I’ve drawn myself into a debate over ethics and morality with my work, How the New Museum Committed Suicide with Banality (view the high-res version here). I threw a brick through the window of the museum and people want answers. My first problem with this is the assumption that I have them. I don’t. I also don’t envy the New Museum’s position. It is dependent on a few wealthy individuals instead of broad public funding to run its institution. We share the same paradoxical over-dependence on a limited number of wealthy individuals to maintain our independence from political and ideological interference. Assuming public funding, even from the NEA, can bring unwanted political scrutiny of the moral content of the art. This is a paradox the art world faces in its efforts to make art accessible, while remaining free from the kind of traumatic, political interference caused by the politician Jesse Helms, who famously tried to cut funding from photographer Robert Mapplethorpe in the 1980s.
My second problem with the demand for answers is the conflation of ethics and morality. Art critic Jerry Saltz and blogger Tyler Green have engaged in a protracted public feud over the terms. Tyler is an advocate for stronger ethics in the art world, while Jerry seems intent on defending the relative tolerance and heterogeneity of the commercial side no matter how dysfunctional it may appear, even lovingly referring to the art world as “Babylon.” I agree with both of them. I can because they aren’t talking about the same things. Advocating ethical practices and tolerance are two different positions. This difference is key to understanding that freedom of expression is different from maintaining an ethical buffer between the market and the museum. When Jerry accuses Tyler of engaging in a witch hunt, I believe Jerry does so to protect artists and their freedom of expression. However, perhaps this is at the expense of the New Museum’s questionable ethics.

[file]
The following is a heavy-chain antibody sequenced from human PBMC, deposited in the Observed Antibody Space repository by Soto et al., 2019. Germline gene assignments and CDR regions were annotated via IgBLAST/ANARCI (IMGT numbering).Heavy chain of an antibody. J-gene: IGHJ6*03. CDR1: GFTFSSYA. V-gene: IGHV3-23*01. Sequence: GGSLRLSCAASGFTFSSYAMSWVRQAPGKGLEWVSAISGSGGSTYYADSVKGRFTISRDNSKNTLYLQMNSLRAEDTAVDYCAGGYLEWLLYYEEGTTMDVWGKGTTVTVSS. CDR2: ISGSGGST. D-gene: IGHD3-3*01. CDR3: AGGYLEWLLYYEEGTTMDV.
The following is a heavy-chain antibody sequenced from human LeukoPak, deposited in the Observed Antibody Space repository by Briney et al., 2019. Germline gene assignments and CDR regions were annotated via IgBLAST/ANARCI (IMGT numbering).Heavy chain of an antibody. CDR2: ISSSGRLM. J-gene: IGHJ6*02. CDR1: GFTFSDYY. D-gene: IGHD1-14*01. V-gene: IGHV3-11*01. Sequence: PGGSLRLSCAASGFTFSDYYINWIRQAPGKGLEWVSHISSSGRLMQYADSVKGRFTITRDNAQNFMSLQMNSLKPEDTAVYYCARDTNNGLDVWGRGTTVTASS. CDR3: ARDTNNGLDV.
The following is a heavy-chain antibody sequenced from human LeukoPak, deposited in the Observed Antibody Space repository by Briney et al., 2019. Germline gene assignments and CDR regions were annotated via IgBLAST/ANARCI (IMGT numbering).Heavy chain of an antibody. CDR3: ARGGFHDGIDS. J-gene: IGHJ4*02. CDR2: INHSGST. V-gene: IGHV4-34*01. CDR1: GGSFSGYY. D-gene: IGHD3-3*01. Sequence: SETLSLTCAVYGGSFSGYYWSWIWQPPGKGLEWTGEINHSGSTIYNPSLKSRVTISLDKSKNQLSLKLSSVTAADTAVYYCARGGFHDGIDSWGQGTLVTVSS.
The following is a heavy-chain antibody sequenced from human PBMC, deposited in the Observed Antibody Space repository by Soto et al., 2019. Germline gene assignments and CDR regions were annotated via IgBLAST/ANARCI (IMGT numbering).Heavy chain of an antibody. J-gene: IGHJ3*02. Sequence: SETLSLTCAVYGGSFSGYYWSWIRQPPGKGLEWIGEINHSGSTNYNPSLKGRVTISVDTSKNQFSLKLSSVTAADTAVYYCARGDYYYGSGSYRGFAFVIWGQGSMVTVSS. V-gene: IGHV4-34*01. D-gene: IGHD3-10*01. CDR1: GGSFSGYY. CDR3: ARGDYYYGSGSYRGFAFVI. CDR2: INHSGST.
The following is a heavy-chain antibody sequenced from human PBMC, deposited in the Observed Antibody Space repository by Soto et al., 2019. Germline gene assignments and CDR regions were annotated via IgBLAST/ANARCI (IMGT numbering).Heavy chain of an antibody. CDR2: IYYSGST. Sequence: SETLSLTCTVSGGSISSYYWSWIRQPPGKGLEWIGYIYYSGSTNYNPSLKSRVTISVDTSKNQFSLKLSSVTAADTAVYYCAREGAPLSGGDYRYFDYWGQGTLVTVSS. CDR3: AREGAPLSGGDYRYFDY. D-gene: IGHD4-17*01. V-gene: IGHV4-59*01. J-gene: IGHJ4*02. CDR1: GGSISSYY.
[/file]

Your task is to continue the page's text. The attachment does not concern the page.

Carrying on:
Similarly, when Jerry and the critic John Yau got into a public spat over their definitions of “America,” I believe that neither of them would side with our previous administration, which used moral authority to justify both immoral and unethical behavior. Ben Davis argues, in his “9.5 Theses on Art and Class,” that the art world is not separate from society or its class structure. But I believe that the general character of the art world is far left of center. Artists are an educated class of cultural producers who routinely challenge “moral authority” and share a tolerance for minority perspectives. That this vision is supported by a wealthy elite is also paradoxical, but there aren’t many alternatives at this point in our late-capitalist democracy.